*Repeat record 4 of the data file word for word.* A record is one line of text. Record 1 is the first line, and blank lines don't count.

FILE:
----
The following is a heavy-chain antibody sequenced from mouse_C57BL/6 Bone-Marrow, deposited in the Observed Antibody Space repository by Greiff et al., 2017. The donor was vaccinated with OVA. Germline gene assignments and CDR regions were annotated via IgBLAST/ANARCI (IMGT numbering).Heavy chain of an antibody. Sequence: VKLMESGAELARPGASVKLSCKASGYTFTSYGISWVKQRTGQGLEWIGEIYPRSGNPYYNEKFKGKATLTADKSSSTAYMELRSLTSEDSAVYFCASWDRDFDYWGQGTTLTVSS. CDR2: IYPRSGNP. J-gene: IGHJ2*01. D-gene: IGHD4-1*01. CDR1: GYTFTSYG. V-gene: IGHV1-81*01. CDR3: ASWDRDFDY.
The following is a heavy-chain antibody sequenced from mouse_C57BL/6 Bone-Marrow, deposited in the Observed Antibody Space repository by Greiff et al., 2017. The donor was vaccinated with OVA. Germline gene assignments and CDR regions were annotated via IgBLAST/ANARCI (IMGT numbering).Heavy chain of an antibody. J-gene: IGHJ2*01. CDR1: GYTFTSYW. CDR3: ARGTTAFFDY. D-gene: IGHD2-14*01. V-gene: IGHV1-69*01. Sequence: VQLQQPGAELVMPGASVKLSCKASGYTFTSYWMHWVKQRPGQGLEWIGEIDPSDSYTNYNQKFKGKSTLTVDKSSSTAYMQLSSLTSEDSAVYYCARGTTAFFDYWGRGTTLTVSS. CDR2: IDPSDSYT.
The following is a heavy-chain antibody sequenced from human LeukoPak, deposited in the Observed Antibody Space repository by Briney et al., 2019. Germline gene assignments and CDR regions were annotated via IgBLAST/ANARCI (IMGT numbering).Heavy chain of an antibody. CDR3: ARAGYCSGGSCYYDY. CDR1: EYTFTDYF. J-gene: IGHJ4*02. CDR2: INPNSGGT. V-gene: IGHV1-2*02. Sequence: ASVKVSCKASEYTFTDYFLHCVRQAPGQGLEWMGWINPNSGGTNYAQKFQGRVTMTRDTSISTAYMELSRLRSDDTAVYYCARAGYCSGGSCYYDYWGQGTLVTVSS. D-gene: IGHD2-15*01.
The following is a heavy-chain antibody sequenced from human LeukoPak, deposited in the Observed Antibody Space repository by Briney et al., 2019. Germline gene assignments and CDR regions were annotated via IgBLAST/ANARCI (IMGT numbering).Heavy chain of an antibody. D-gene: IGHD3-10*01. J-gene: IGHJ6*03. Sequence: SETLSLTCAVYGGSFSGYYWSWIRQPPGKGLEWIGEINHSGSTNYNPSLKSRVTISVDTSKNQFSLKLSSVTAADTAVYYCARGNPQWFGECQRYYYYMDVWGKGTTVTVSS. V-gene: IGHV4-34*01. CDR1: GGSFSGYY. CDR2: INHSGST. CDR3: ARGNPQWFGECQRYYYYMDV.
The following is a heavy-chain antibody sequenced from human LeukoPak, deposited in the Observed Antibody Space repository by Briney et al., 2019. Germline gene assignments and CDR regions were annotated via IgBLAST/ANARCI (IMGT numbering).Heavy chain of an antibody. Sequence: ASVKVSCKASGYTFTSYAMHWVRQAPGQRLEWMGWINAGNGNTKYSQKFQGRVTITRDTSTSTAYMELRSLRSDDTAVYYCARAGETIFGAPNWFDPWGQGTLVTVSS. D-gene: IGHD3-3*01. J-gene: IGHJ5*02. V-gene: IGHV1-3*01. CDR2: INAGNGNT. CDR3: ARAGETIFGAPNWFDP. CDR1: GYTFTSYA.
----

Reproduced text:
The following is a heavy-chain antibody sequenced from human LeukoPak, deposited in the Observed Antibody Space repository by Briney et al., 2019. Germline gene assignments and CDR regions were annotated via IgBLAST/ANARCI (IMGT numbering).Heavy chain of an antibody. D-gene: IGHD3-10*01. J-gene: IGHJ6*03. Sequence: SETLSLTCAVYGGSFSGYYWSWIRQPPGKGLEWIGEINHSGSTNYNPSLKSRVTISVDTSKNQFSLKLSSVTAADTAVYYCARGNPQWFGECQRYYYYMDVWGKGTTVTVSS. V-gene: IGHV4-34*01. CDR1: GGSFSGYY. CDR2: INHSGST. CDR3: ARGNPQWFGECQRYYYYMDV.